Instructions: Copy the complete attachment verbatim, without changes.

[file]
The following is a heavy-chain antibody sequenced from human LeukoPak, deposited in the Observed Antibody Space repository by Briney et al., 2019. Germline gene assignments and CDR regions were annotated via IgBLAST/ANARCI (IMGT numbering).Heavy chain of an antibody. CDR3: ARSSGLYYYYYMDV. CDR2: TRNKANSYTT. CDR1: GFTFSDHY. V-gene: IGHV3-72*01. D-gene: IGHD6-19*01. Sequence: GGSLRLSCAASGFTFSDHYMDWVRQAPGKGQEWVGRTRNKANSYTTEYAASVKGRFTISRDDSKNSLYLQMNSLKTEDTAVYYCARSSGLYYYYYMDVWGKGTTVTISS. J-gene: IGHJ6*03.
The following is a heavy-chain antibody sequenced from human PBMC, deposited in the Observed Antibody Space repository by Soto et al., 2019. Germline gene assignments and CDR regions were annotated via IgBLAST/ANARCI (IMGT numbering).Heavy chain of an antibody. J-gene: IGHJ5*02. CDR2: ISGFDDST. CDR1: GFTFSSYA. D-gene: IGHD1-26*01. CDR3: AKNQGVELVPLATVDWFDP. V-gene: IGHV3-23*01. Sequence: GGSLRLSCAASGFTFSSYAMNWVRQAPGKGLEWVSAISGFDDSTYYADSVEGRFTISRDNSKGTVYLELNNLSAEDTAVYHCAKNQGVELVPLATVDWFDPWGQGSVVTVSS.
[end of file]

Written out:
The following is a heavy-chain antibody sequenced from human LeukoPak, deposited in the Observed Antibody Space repository by Briney et al., 2019. Germline gene assignments and CDR regions were annotated via IgBLAST/ANARCI (IMGT numbering).Heavy chain of an antibody. CDR3: ARSSGLYYYYYMDV. CDR2: TRNKANSYTT. CDR1: GFTFSDHY. V-gene: IGHV3-72*01. D-gene: IGHD6-19*01. Sequence: GGSLRLSCAASGFTFSDHYMDWVRQAPGKGQEWVGRTRNKANSYTTEYAASVKGRFTISRDDSKNSLYLQMNSLKTEDTAVYYCARSSGLYYYYYMDVWGKGTTVTISS. J-gene: IGHJ6*03.
The following is a heavy-chain antibody sequenced from human PBMC, deposited in the Observed Antibody Space repository by Soto et al., 2019. Germline gene assignments and CDR regions were annotated via IgBLAST/ANARCI (IMGT numbering).Heavy chain of an antibody. J-gene: IGHJ5*02. CDR2: ISGFDDST. CDR1: GFTFSSYA. D-gene: IGHD1-26*01. CDR3: AKNQGVELVPLATVDWFDP. V-gene: IGHV3-23*01. Sequence: GGSLRLSCAASGFTFSSYAMNWVRQAPGKGLEWVSAISGFDDSTYYADSVEGRFTISRDNSKGTVYLELNNLSAEDTAVYHCAKNQGVELVPLATVDWFDPWGQGSVVTVSS.